For instance, let's take the first combination possible, which is the first and second story elements - the Senator and the the dead partner.

    What comes to mind first? The most obvious idea is that the Senator is directly responsible for the death of the partner. Simple and easy:

    Inspector Chan finds some new evidence which shows that his partner was murdered by the Senator, in cold blood.

    That's already interesting, because we get to see what kind of emotional response the Inspector will have to this new piece of information, but not the best Bang in the world, because he could just ignore it.

    Dressing it up will make it more fun. What kind of murder? Why? What kind of evidence is found, and under what circumstances?

    Perhaps the partner died precisely because he stumbled across some further nastiness the Senator was engaged in, and so he had to be killed. The Senator killed him in some particularly unnecessary cruel way, perhaps. (This would be easier if we had more info - I'd be asking the player to tell me more about the death, ideally, and then riffing on that.)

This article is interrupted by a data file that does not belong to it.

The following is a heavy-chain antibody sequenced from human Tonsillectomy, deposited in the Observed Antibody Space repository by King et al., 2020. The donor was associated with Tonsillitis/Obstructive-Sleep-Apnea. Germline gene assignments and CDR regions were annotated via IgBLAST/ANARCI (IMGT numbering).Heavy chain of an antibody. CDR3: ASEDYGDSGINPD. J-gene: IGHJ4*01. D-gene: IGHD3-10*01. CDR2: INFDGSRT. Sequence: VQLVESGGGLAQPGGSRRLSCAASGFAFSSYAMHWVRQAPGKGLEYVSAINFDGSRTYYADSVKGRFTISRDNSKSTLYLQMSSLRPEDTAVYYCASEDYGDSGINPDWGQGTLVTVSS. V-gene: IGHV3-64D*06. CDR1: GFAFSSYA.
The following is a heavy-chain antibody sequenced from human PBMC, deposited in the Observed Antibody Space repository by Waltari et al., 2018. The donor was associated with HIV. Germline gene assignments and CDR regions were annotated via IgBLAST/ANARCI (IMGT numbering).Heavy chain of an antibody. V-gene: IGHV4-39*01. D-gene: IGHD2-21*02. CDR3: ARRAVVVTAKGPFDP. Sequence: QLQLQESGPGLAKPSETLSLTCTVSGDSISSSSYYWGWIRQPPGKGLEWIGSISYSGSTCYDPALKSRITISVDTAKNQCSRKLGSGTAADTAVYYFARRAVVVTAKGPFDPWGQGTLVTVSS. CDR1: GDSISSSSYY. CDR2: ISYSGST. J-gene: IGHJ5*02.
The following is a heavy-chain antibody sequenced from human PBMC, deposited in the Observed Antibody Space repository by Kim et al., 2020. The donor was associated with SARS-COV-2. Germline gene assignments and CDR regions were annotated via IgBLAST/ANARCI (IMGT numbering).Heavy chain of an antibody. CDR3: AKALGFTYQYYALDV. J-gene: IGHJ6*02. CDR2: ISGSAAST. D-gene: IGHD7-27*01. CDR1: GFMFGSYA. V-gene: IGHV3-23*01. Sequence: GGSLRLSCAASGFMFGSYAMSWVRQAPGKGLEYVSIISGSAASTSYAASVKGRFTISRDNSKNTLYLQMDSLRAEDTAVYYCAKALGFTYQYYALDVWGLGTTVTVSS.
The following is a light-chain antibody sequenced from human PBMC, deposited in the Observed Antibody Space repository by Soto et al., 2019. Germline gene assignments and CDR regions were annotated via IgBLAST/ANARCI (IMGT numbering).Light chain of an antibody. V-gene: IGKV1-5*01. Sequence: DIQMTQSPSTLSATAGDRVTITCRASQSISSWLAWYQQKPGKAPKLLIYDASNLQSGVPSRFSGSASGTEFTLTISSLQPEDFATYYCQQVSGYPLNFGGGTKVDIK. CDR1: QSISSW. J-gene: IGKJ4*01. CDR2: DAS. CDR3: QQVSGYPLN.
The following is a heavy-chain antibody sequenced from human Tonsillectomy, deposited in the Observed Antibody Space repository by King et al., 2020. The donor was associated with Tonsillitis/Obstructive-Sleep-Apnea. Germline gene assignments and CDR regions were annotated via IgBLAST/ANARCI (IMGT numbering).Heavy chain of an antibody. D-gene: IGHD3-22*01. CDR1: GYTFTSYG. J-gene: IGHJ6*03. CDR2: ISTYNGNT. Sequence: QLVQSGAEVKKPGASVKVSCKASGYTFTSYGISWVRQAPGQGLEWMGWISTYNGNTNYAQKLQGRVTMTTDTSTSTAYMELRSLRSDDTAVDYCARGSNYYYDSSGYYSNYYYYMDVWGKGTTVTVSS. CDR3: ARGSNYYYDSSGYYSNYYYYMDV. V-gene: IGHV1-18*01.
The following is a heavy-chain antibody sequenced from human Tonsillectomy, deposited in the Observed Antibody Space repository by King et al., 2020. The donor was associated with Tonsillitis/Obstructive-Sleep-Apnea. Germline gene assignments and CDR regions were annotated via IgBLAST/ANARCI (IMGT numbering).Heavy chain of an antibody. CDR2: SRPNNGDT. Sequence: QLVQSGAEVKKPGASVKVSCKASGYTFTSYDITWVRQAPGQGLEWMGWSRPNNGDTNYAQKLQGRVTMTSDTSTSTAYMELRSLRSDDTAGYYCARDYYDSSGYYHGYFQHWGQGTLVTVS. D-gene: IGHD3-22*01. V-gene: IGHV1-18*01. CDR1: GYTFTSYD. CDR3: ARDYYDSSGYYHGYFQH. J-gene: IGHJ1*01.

Or, it could be a more twisted connection. Was the Senator involved in some criminal activity, beyond what we know? Maybe he ran an illegal fighting ring, and the dead partner was obsessively involved with it, hiding that fact even from the Inspector?

    Better yet, though, is to combine it with something else we already have on the table - one of the other elements. I simply take them in order. Is it the Inspector's daughters (element #3)? Then we learn that one of the daughters got caught up in some drug affair, and the partner sacrificed his life to save her. Or the wife (element #4)? Was there an affair between the wife and the dead partner, and the murder was a way to cover that up? Or the drugs (element #5)? Perhaps the dead partner got addicted to some terrible narcotic, to the point of ruining his own life, and committed suicide as a result, when he couldn't pay his debts?